Three questions for businesses to think about to generate success over the longer term as the “mid quarter” pause comes around

February 24, 2023

Business quarters all have their own cycle.  But for those with December year ends in particular, this relatively quiet period (from a management perspective) at the end of February often comes as a bit of a surprise.

So, rather than wasting the opportunity that this temporary lull can bring, here are three recommendations for some seemingly simple actions that can have a lasting impact for not only the rest of the financial year, but for years to come.

1. Is the business still aligned to its core values?

Many business leaders skip asking this question to themselves (and each other).  Often, if the firm’s values have been articulated clearly (perhaps in a nice glossy piece of paper or on a good looking part of the intranet) and the firm is making money then the assumption is that all is well with the business.

But, this assumption can be detrimental to a business – particularly if there is a sudden slowdown or recession.  In our experience, businesses which are founded on a set of core values (whatever they are) are likely to be able to rally together when times are tough, because everyone is in a place where they identify and feel “at home” with the values.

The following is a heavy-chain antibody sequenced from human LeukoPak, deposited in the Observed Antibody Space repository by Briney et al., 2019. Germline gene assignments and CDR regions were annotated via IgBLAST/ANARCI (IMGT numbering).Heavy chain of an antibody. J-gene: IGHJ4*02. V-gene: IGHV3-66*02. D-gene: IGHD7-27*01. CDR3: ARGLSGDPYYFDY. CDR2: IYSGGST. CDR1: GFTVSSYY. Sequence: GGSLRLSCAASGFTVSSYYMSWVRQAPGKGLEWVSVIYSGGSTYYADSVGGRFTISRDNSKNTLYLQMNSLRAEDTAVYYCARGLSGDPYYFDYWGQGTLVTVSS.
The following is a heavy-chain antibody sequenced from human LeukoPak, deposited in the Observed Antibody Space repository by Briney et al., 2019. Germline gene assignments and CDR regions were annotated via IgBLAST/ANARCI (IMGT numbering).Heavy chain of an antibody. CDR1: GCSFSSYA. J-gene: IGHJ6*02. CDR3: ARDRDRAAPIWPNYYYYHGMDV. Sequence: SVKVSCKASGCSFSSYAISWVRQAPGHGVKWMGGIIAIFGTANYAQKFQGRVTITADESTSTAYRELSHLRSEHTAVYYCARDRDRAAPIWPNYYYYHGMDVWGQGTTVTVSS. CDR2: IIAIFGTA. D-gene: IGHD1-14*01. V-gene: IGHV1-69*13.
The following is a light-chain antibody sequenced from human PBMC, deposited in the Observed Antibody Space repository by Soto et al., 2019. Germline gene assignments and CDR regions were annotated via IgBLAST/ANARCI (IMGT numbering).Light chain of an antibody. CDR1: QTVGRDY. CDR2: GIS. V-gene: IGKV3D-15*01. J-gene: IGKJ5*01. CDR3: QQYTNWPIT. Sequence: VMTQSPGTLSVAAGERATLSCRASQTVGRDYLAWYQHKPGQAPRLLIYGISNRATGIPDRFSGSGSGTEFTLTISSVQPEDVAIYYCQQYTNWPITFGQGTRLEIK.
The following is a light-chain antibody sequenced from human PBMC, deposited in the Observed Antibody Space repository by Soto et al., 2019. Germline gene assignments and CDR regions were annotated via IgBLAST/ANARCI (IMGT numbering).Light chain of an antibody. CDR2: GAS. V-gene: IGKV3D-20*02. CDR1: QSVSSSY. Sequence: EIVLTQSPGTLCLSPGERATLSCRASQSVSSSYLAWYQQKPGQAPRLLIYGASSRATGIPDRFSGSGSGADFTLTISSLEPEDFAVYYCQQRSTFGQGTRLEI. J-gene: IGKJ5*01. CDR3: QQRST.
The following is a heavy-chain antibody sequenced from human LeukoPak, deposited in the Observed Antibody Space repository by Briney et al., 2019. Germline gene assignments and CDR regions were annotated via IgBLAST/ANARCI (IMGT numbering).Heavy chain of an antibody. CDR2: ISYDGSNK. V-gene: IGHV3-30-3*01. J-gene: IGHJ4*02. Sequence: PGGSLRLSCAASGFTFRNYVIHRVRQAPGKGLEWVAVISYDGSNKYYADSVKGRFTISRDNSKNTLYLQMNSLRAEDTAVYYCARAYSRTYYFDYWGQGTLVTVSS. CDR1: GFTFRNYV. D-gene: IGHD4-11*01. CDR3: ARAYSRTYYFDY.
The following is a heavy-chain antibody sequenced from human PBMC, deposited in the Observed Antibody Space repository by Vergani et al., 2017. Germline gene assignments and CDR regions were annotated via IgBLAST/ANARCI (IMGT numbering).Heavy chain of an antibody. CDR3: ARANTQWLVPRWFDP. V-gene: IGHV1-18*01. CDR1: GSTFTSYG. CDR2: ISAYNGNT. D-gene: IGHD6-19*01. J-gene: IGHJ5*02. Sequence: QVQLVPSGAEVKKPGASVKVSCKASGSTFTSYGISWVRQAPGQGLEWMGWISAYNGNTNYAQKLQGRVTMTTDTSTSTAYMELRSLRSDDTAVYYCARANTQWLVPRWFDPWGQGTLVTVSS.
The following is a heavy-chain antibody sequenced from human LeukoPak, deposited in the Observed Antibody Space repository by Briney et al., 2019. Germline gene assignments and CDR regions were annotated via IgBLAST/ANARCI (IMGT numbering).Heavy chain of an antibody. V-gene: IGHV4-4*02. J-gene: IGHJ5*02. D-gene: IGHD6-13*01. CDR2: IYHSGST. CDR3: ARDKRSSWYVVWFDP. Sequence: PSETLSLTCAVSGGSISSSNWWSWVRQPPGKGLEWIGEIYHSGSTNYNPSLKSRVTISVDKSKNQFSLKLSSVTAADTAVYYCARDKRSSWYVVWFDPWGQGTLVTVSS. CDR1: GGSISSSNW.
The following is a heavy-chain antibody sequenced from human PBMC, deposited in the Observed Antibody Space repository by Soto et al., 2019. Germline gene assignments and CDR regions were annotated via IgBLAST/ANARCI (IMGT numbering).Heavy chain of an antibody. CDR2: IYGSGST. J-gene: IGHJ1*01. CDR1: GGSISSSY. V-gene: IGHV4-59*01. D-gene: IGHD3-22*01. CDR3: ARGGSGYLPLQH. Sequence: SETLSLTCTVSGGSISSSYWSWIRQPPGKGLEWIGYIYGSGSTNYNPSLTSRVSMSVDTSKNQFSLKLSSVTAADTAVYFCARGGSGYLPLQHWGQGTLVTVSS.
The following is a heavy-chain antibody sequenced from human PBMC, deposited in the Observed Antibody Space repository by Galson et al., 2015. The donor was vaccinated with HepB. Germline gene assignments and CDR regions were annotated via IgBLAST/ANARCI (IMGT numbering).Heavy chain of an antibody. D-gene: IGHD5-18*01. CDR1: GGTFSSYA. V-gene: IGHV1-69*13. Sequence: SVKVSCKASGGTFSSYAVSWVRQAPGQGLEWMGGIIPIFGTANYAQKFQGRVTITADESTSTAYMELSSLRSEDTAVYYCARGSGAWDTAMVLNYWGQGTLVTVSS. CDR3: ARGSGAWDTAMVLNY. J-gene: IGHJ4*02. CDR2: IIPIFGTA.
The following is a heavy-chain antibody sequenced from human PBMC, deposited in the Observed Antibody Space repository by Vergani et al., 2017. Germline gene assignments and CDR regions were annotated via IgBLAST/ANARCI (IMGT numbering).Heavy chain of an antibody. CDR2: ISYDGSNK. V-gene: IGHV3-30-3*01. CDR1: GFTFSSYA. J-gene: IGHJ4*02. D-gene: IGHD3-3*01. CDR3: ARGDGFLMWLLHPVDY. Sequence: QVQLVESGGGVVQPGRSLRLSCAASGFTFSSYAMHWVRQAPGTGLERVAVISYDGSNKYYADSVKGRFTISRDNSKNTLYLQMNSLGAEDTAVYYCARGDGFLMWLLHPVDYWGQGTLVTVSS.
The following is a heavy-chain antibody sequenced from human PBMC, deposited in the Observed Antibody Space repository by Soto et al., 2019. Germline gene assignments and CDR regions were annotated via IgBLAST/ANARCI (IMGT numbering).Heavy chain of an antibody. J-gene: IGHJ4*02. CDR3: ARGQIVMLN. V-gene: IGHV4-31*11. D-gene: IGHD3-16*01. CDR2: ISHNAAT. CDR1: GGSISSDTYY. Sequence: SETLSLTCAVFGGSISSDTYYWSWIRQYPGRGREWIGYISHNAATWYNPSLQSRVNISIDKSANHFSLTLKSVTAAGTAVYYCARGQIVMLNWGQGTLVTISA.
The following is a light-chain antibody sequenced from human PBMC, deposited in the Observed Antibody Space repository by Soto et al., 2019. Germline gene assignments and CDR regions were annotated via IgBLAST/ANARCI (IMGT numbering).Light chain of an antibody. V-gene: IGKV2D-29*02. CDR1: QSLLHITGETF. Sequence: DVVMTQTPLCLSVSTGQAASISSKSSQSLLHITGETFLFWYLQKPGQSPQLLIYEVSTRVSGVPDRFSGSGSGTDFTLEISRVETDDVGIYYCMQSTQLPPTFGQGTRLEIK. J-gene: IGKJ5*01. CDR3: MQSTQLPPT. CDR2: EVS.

However, if the leadership team have not really checked in on making sure the core values are being upheld, then at times of pressure, fractures can be created quickly.

Obviously, being able to answer this question is dependent on business leaders actually knowing what their real core values are…

2. Do I need to give someone a new challenge to keep them?

The increasingly heard narrative is that people (and especially young people) are less and less committed to organisations and therefore employers will only get a short period of time from that individual before they move on.

Where such a narrative takes hold, then the first danger is that the company takes a short term view of them and does not spend time and money in developing them (“as it will just be for someone else’s benefit”).  This has obvious issues for the business itself if the individual does want to stay longer but a skills gap has been created.

A likely better approach will be to firstly take the opportunity to work with the individual to assess whether they are the type of person who is happy doing more of the same or if they feel they need a new challenge.  If it is agreed that it is the latter, then this gives you and your business an opportunity to work out how you might make the role different – even if they keep ultimately doing mostly the same thing.  Have the confidence to let people grow within your business.

3. What is the one change I could make that would make things better around here?

What “better” means is, of course, subjective, but this seemingly simple question is infrequently asked due to the pressures and pace of modern work.

So put aside twenty minutes and ask yourself this question.  Even better, get a couple of colleagues together and talk this question through.  It is astonishing what simple answers can be found when people are given the space to think.

Should you want someone to help you explore your thinking on this issue, please contact Stuart James  in the first instance.

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